Swimming against the tide

Swimming against the tide

Aquatic life is divided into two categories, marine and fresh water species. It is normally believed that marine animals are flesh-eating animals. Surprisingly however, there is a marine mammal called the dugong, which is a herbivore.

The dugong, along with the manatees (commonly called sea cows), is one of the four living species of the order sirenia. It is the only living representative of the once diverse family, dugongidae. It is of the genus dugong and species d.dugon, hence its binomial name is dugong dugon.

The only sirenian, dugong, in its range spans the waters of at least 37 countries throughout the Indo-Pacific. But a majority of dugongs live in the northern waters of Australia between Shark Bay and Moreton Bay.

Like all modern sirenians, the dugong has a fusiform body with no dorsal fin or hind limbs, and instead possess paddle-like forelimbs to manoeuvre. It can be easily distinguished from the manatees by its fluked, dolphin-like tail and flippers which lack nails on them.

Sirenians can easily suspend themselves slightly below the water surface as their heavy ribs and long bones act as a ballast. An adult dugong length rarely exceeds three metres (9.8ft) and this long individual would weigh around 420 kg. But typically, an adult dugong’s weight ranges from 250-900 kg. The largest dugong recorded was found off the Saurashtra coast of Western India, and was 4.06 metres (13.32ft) long and weighed 1,016 kg.

In spite of the longevity of the dugong, which may live for 50 years or more, females give birth only a few times during their life and invest a considerable time period in parental care. Females give birth after a 13-15-month gestation, usually to just one calf.

Dugongs have a different significance in different places where its population spans. In Kenya, it is known as the ‘Queen of the Sea’ whereas in Southern China, it is regarded as a ‘miraculous fish’.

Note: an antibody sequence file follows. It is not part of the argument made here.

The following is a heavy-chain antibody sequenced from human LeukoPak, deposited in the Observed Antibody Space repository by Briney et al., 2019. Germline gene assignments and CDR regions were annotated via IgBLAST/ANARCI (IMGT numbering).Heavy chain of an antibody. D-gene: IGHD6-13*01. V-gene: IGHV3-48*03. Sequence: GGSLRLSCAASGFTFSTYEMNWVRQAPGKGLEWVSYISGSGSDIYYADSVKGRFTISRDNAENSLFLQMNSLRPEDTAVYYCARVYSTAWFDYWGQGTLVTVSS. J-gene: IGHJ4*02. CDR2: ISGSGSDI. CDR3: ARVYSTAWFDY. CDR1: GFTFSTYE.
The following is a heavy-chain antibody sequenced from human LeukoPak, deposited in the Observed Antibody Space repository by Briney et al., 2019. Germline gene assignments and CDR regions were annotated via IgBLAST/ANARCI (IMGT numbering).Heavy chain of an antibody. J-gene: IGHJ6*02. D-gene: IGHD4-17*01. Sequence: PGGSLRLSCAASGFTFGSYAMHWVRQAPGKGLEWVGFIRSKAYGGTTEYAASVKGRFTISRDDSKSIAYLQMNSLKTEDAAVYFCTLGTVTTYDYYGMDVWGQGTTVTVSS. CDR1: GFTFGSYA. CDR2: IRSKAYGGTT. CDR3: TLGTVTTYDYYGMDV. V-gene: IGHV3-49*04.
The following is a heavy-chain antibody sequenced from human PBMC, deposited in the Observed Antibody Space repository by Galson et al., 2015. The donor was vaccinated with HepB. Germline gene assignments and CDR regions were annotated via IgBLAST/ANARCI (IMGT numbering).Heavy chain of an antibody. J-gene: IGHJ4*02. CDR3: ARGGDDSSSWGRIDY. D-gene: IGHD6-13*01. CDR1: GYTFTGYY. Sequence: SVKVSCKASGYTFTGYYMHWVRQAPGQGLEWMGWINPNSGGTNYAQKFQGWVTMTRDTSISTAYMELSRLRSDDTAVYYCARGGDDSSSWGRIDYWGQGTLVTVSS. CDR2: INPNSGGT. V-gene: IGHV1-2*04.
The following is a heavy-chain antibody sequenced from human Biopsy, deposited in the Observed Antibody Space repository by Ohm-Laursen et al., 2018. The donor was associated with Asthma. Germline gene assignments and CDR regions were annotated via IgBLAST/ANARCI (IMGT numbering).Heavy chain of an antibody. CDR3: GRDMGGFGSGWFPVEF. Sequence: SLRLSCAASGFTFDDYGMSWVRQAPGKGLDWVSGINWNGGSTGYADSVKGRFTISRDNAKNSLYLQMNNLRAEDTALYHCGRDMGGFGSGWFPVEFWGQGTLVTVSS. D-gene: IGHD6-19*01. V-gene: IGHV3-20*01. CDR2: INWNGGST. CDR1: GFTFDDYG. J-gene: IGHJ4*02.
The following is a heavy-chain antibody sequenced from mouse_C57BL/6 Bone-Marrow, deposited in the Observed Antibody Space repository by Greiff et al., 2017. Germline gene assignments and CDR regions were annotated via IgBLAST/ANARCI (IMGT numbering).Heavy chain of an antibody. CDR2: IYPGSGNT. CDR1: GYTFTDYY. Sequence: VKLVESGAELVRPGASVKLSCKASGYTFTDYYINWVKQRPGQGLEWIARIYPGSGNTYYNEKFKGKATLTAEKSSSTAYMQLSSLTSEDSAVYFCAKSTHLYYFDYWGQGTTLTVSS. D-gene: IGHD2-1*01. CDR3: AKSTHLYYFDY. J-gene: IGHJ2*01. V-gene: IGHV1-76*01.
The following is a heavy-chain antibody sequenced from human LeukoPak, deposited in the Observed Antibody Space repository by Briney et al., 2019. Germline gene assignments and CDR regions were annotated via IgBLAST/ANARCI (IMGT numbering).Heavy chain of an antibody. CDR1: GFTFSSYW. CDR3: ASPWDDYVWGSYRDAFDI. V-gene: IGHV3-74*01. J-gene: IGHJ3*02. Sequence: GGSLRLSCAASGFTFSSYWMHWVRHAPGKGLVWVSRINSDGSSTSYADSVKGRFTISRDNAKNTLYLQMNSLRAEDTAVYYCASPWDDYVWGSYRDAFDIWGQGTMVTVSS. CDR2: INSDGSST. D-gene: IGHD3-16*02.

Where dugong meat and oil is a source of food in Australia and Torres Strait, in the Gulf, its tusks were useful as sword handles. The Japanese used its ribs to make carvings, while in the Philippines, the body parts of the animal are used to ward against evil spirits. In Thailand, the dugong’s tears are believed to form a powerful love potion while Indonesians considered them as reincarnations of women.

Despite being legally protected in many countries, the main causes of population decline remain anthropogenic and include hunting, habitat degradation and fishing related fatalities. With its long lifespan of 70 years or more and the slow rate of reproduction, the dugong is particularly vulnerable to extinction.

As the dugong has been hunted for thousands of years for its meat and oil, its current distribution is reduced and disjunct and many populations are close to extinction. The IUCN (International Union for Conservation of Nature) lists the dugong as a species vulnerable to extinction, while the Convention on International Trade in Endangered Species (CITES) limits or bans the trade of derived products.

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